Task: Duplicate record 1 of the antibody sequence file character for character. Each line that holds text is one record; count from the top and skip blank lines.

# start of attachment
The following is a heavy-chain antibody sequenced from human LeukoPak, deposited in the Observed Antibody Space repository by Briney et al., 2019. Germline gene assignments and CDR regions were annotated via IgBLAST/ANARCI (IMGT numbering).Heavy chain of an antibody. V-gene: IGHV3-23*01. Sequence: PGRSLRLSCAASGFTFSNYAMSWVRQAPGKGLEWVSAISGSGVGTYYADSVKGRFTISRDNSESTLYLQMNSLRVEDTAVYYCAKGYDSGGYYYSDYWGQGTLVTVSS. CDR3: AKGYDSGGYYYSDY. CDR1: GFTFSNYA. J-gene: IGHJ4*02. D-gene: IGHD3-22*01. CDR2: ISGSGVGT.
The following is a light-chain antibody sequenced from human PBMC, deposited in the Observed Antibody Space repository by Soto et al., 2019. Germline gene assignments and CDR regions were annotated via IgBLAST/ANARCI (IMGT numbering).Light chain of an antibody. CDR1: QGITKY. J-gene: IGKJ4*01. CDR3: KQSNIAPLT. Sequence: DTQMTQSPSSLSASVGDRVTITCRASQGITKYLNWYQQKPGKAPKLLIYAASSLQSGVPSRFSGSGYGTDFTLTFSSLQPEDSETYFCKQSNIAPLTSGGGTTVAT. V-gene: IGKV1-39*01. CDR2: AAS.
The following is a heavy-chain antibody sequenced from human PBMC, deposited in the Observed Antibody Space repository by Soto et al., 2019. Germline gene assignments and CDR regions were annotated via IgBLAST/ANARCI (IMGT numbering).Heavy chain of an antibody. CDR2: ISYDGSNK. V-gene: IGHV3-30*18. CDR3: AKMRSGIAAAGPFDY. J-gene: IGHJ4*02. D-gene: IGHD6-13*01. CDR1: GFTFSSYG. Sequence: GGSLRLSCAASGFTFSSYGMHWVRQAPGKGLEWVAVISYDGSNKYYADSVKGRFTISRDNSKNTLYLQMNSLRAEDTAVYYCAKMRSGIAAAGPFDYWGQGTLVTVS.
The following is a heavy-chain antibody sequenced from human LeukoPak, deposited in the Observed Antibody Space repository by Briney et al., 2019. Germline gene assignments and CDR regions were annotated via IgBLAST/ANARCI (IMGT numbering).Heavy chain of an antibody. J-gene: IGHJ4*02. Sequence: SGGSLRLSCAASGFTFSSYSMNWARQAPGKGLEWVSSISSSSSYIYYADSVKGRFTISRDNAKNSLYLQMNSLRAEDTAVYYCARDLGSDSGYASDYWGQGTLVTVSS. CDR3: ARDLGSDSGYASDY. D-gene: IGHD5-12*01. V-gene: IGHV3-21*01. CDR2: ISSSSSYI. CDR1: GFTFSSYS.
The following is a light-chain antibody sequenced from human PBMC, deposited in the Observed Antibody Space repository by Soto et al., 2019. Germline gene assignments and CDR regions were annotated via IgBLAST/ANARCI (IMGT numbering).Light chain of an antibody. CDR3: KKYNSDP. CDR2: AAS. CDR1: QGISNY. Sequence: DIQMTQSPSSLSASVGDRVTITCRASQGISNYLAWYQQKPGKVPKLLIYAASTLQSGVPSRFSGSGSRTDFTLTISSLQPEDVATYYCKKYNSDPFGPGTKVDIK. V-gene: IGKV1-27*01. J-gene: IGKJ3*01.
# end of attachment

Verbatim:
The following is a heavy-chain antibody sequenced from human LeukoPak, deposited in the Observed Antibody Space repository by Briney et al., 2019. Germline gene assignments and CDR regions were annotated via IgBLAST/ANARCI (IMGT numbering).Heavy chain of an antibody. V-gene: IGHV3-23*01. Sequence: PGRSLRLSCAASGFTFSNYAMSWVRQAPGKGLEWVSAISGSGVGTYYADSVKGRFTISRDNSESTLYLQMNSLRVEDTAVYYCAKGYDSGGYYYSDYWGQGTLVTVSS. CDR3: AKGYDSGGYYYSDY. CDR1: GFTFSNYA. J-gene: IGHJ4*02. D-gene: IGHD3-22*01. CDR2: ISGSGVGT.